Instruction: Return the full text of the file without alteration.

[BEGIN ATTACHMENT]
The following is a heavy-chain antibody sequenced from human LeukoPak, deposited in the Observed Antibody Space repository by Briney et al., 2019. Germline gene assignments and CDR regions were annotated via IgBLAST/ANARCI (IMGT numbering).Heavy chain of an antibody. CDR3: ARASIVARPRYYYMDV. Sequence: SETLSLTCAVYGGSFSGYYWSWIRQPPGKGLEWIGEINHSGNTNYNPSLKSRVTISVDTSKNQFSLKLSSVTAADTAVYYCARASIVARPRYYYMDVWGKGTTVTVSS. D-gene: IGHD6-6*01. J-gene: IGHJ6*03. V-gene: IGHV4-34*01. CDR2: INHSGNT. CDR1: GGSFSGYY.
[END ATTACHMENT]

The following is a heavy-chain antibody sequenced from human LeukoPak, deposited in the Observed Antibody Space repository by Briney et al., 2019. Germline gene assignments and CDR regions were annotated via IgBLAST/ANARCI (IMGT numbering).Heavy chain of an antibody. CDR3: ARASIVARPRYYYMDV. Sequence: SETLSLTCAVYGGSFSGYYWSWIRQPPGKGLEWIGEINHSGNTNYNPSLKSRVTISVDTSKNQFSLKLSSVTAADTAVYYCARASIVARPRYYYMDVWGKGTTVTVSS. D-gene: IGHD6-6*01. J-gene: IGHJ6*03. V-gene: IGHV4-34*01. CDR2: INHSGNT. CDR1: GGSFSGYY.